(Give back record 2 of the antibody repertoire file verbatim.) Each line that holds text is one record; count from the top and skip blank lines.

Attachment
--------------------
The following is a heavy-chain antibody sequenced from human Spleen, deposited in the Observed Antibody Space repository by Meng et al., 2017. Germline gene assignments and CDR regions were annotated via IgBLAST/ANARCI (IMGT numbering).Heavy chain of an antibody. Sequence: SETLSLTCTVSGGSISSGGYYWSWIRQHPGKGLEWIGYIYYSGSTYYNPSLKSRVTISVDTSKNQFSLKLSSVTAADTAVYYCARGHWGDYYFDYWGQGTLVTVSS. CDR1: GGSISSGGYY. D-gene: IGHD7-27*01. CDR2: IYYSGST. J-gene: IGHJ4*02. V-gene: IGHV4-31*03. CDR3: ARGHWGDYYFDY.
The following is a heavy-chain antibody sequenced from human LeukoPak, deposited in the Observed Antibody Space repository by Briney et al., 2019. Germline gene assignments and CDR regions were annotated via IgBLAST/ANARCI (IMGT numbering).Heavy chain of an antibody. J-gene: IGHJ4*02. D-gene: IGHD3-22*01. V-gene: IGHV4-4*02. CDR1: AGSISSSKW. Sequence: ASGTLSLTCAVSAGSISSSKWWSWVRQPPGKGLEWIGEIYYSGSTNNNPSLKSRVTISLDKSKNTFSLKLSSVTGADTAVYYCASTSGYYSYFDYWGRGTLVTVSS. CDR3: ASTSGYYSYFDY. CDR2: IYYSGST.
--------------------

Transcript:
The following is a heavy-chain antibody sequenced from human LeukoPak, deposited in the Observed Antibody Space repository by Briney et al., 2019. Germline gene assignments and CDR regions were annotated via IgBLAST/ANARCI (IMGT numbering).Heavy chain of an antibody. J-gene: IGHJ4*02. D-gene: IGHD3-22*01. V-gene: IGHV4-4*02. CDR1: AGSISSSKW. Sequence: ASGTLSLTCAVSAGSISSSKWWSWVRQPPGKGLEWIGEIYYSGSTNNNPSLKSRVTISLDKSKNTFSLKLSSVTGADTAVYYCASTSGYYSYFDYWGRGTLVTVSS. CDR3: ASTSGYYSYFDY. CDR2: IYYSGST.